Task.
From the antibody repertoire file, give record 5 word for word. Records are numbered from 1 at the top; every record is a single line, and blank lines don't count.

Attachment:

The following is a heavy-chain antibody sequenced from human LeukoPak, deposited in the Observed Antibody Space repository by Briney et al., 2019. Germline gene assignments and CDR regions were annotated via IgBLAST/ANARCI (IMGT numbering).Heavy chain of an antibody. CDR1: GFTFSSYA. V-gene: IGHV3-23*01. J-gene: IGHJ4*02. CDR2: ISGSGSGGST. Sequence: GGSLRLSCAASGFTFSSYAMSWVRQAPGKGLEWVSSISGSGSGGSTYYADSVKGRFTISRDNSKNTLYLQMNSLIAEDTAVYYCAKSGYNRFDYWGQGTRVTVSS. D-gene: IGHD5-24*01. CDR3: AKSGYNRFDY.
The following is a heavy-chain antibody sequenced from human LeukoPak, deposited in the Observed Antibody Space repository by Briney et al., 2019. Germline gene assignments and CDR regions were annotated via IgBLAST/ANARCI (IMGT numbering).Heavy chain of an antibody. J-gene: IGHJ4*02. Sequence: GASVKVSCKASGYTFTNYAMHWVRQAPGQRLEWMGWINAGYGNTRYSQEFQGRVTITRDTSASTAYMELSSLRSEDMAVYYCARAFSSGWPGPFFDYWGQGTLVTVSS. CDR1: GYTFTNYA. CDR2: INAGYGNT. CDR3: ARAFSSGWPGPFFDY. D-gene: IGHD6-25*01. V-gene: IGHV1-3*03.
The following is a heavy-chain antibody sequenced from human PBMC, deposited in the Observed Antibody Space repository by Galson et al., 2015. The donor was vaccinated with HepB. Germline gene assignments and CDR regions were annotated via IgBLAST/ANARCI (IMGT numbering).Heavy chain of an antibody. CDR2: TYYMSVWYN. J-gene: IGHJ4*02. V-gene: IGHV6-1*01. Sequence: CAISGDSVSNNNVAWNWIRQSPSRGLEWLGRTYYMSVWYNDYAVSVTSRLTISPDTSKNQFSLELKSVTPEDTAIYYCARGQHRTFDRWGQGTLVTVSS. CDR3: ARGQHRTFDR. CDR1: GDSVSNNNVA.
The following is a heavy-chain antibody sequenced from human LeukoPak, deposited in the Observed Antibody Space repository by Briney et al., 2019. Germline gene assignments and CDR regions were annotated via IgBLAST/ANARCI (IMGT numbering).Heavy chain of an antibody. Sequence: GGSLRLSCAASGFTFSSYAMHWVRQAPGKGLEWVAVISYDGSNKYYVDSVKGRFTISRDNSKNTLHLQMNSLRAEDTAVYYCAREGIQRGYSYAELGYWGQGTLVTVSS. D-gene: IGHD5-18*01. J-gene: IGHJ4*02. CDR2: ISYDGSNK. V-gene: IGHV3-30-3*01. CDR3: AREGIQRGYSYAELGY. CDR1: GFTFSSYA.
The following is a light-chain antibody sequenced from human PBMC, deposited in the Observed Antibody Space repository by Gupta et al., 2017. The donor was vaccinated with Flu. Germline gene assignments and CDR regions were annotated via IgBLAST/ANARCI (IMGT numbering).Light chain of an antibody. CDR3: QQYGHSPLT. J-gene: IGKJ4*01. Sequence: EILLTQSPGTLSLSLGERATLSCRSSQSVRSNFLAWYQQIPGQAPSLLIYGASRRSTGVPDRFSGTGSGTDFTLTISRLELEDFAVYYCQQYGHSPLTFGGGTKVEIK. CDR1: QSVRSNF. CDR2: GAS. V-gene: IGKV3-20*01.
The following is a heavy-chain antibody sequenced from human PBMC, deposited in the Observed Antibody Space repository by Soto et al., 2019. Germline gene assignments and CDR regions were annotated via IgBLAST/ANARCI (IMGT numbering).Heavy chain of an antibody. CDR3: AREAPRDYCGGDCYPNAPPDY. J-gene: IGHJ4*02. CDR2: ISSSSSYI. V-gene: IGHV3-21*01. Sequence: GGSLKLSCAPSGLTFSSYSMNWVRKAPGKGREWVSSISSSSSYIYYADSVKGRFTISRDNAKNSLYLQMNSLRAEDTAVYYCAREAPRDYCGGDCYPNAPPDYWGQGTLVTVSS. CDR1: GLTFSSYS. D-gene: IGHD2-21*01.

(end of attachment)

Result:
The following is a light-chain antibody sequenced from human PBMC, deposited in the Observed Antibody Space repository by Gupta et al., 2017. The donor was vaccinated with Flu. Germline gene assignments and CDR regions were annotated via IgBLAST/ANARCI (IMGT numbering).Light chain of an antibody. CDR3: QQYGHSPLT. J-gene: IGKJ4*01. Sequence: EILLTQSPGTLSLSLGERATLSCRSSQSVRSNFLAWYQQIPGQAPSLLIYGASRRSTGVPDRFSGTGSGTDFTLTISRLELEDFAVYYCQQYGHSPLTFGGGTKVEIK. CDR1: QSVRSNF. CDR2: GAS. V-gene: IGKV3-20*01.